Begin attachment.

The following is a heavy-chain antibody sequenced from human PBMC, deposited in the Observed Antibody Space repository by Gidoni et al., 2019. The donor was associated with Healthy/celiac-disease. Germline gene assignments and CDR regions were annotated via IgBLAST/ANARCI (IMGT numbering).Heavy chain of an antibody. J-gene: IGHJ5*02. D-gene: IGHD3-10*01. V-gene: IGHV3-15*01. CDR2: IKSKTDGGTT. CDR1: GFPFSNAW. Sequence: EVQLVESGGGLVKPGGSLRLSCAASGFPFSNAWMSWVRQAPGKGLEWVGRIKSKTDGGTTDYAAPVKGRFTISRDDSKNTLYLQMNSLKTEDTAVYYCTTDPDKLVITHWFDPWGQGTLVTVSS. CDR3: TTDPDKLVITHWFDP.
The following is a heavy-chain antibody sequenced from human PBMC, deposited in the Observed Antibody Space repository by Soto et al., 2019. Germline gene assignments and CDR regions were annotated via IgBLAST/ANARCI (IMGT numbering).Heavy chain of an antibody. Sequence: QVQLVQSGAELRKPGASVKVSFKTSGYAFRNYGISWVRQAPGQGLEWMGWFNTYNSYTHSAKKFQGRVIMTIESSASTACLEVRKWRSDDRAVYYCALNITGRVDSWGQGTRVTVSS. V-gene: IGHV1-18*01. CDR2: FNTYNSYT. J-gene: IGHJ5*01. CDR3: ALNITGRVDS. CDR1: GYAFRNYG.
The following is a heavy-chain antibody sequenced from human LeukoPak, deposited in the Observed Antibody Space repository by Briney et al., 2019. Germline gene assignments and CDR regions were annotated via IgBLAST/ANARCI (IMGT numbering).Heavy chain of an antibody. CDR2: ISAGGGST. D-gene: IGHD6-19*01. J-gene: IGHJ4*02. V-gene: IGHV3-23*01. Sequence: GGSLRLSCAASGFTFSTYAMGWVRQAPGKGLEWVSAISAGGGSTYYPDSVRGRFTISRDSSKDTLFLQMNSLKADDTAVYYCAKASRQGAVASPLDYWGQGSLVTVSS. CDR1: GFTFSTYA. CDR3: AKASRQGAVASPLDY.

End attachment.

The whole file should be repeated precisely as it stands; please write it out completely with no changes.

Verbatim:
The following is a heavy-chain antibody sequenced from human PBMC, deposited in the Observed Antibody Space repository by Gidoni et al., 2019. The donor was associated with Healthy/celiac-disease. Germline gene assignments and CDR regions were annotated via IgBLAST/ANARCI (IMGT numbering).Heavy chain of an antibody. J-gene: IGHJ5*02. D-gene: IGHD3-10*01. V-gene: IGHV3-15*01. CDR2: IKSKTDGGTT. CDR1: GFPFSNAW. Sequence: EVQLVESGGGLVKPGGSLRLSCAASGFPFSNAWMSWVRQAPGKGLEWVGRIKSKTDGGTTDYAAPVKGRFTISRDDSKNTLYLQMNSLKTEDTAVYYCTTDPDKLVITHWFDPWGQGTLVTVSS. CDR3: TTDPDKLVITHWFDP.
The following is a heavy-chain antibody sequenced from human PBMC, deposited in the Observed Antibody Space repository by Soto et al., 2019. Germline gene assignments and CDR regions were annotated via IgBLAST/ANARCI (IMGT numbering).Heavy chain of an antibody. Sequence: QVQLVQSGAELRKPGASVKVSFKTSGYAFRNYGISWVRQAPGQGLEWMGWFNTYNSYTHSAKKFQGRVIMTIESSASTACLEVRKWRSDDRAVYYCALNITGRVDSWGQGTRVTVSS. V-gene: IGHV1-18*01. CDR2: FNTYNSYT. J-gene: IGHJ5*01. CDR3: ALNITGRVDS. CDR1: GYAFRNYG.
The following is a heavy-chain antibody sequenced from human LeukoPak, deposited in the Observed Antibody Space repository by Briney et al., 2019. Germline gene assignments and CDR regions were annotated via IgBLAST/ANARCI (IMGT numbering).Heavy chain of an antibody. CDR2: ISAGGGST. D-gene: IGHD6-19*01. J-gene: IGHJ4*02. V-gene: IGHV3-23*01. Sequence: GGSLRLSCAASGFTFSTYAMGWVRQAPGKGLEWVSAISAGGGSTYYPDSVRGRFTISRDSSKDTLFLQMNSLKADDTAVYYCAKASRQGAVASPLDYWGQGSLVTVSS. CDR1: GFTFSTYA. CDR3: AKASRQGAVASPLDY.